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Following Unexpectedly Comedic Episode, Star Trek: Strange New Worlds' Showrunner Reveals Other Big Genres Season 1 Will Tackle

Spock in Star Trek: Strange New Worlds on Paramount+
(Image credit: Paramount+)

Warning! The following contains spoilers for the Star Trek: Strange New Worlds episode “Spock Amok.” Read at your own risk!

Star Trek: Strange New Worlds recently premiered its latest episode for Paramount+ subscribers, and for some, it might’ve been quite the unexpected journey. “Spock Amok” is a comedic episode, and that’s not a genre Trek tackles often unless we’re talking about Star Trek: Lower Decks, which would have been fitting given the title's riff on the Looney Tunes classic "Duck Amuck." That particular tonal shift won’t be the only time the sci-fi series hops into less familiar territory either, as co-showrunner Henry Alonso Myers exclusively revealed to CinemaBlend a glimpse of what’s ahead in Season 1. 

I spoke to Henry Alonso Myers ahead of the series premiere of Star Trek: Strange New Worlds, and while talking about “Spock Amok,” learned about the process the writing team takes when writing episodes. Myers talked about what he and the team go through, and teased two exciting and atypical episodes that fans have yet to see:

One of the things we would do when conceiving every episode is we would kind of look for a model and be like, ‘Well, where have they tried this in Star Trek?’ Then we would try to do our version of that. Sometimes we would then take it and see how far can we push it. Can we make it bigger? Can we make it crazier? I hope that our funny version of Star Trek would be extra funny. There’s an episode coming up that is extremely scary. I’m hoping that our scary episode, our horror episode, is extremely terrifying.

Star Trek has certainly dabbled in using horror elements on the TV side of things, and even embraced some truly gruesome body horror-esque visuals for The Next Generation’s “Conspiracy.” Strange New Worlds tackling horror has me thinking that it will be another episode involving the Gorn, which we learned from Christina Chong is coming.

We have a big adventure romp come up, and it is like a really different interesting tone, but it is absolutely a hundred percent Star Trek, and I think anyone who watches the original series would watch that and be like, ‘Yeah, I could see how they could do that. That makes perfect sense.’ The goal is we’re trying to do a version of it that you wouldn't have seen back then.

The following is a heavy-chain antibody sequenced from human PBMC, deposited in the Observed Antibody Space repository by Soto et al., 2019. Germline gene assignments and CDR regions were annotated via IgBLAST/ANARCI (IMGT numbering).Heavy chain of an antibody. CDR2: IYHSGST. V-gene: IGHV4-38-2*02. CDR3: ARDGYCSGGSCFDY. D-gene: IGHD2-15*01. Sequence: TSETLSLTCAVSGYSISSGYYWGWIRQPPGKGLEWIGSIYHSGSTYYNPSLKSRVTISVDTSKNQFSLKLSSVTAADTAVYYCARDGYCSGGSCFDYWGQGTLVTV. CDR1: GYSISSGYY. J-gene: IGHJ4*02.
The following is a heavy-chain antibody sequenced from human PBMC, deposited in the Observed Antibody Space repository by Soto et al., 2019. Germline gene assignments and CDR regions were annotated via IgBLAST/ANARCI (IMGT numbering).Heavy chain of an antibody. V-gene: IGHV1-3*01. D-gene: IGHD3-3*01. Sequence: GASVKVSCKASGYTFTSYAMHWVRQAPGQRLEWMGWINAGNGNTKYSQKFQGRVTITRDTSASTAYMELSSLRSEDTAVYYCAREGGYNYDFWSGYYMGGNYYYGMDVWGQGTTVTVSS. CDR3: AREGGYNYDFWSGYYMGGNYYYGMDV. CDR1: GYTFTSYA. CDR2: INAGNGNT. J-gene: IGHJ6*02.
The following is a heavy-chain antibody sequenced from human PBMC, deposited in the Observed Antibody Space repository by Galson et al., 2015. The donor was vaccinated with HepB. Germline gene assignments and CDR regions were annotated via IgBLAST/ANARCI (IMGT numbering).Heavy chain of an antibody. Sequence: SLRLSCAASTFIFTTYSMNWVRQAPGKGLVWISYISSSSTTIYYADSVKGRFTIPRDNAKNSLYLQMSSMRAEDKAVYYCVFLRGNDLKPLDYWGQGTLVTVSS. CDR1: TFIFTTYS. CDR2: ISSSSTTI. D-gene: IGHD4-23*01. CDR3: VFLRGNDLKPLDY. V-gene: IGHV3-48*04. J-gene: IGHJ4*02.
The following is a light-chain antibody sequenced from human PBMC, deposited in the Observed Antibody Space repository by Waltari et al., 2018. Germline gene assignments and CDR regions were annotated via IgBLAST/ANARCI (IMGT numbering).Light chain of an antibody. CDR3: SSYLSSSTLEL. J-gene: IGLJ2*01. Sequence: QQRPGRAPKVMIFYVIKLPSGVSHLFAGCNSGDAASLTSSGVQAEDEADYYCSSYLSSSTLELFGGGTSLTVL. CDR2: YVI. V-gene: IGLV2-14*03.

I’m also incredibly excited for anything that falls under the “adventure romp” umbrella within the Star Trek universe. I can only imagine what it entails with only that as a description, but it'll likely be as playful as these episodes come. I'm pretty sure a non-playful romp is a scientific impossibility. 

“Spock Amok”  is a great example of Trek's quirky nature and ability to adhere to any kind of storytelling that one can apply. While comedic bents haven’t been utilized very much in live-action Trek as of late, genre-atypical episodes still have a solid place in the franchise. Myers mentioned some other examples of comedic episodes while touching on one of the things he thinks is wonderful about the franchise as a whole: 

If you look at ‘Trouble With Tribbles’ or DS9, they have that episode “Looking For par'Mach In All the Wrong Places.’ Those are really funny episodes. They’re written for that time in that way, but they’re funny and one of the things that I think is wonderful about Trek is it is malleable. It can be used to explore so many different genres.

Star Trek: Strange New Worlds has already explored many different genres in Season 1 and will continue to do so throughout the rest of the season and into the future. It’s good to hear Henry Alonso Myers and others on the creative team view the franchise  as being so malleable, as it may encourage them to push further to see what other unexpected premises Trek can tackle.  

When speaking about “Spock Amok” specifically, Henry Alonso Myers noted there was a very specific reason behind wanting to do this episode at this time. Myers explained the purpose beyond delivering a comedic episode and how it sends a message to viewers:

It was very important to me personally–and I co-wrote that one–to do a comedy episode because, you know, especially after the episode that preceded it, which is a very dark, very like running and gunning, upsetting episode. People died. We kind of wanted to show the breadth of what we were trying to do, and you’ll see in the back half of the season we continue to do that. It goes in lots of different directions, but all of them feel like Star Trek to us.

Preach it to the stars, Henry Alonso Myers! Even if one doesn't like horror, or comedy, or romps, it's still Star Trek through and through. 

Star Trek: Strange New Worlds just passed the halfway point of Season 1. The good news is that while there may not be many episodes left, Season 2 is already in production, and will bring even more excitement with Paul Wesley coming in as James T. Kirk. Until then, there’s plenty to be excited about in the coming weeks, as the show continues to prove it's a great entry point for others. 

Star Trek: Strange New Worlds premieres new episodes on Paramount+ (opens in new tab) on Thursdays. Once Season 1 ends, that subscription will be key to streaming the many other Trek shows that are on the way in 2022 and beyond. 

Mick likes good television, but also reality television. He grew up on Star Wars, DC, Marvel, and pro wrestling and loves to discuss and dissect most of it. He’s been writing online for over a decade and never dreamed he’d be in the position he is today.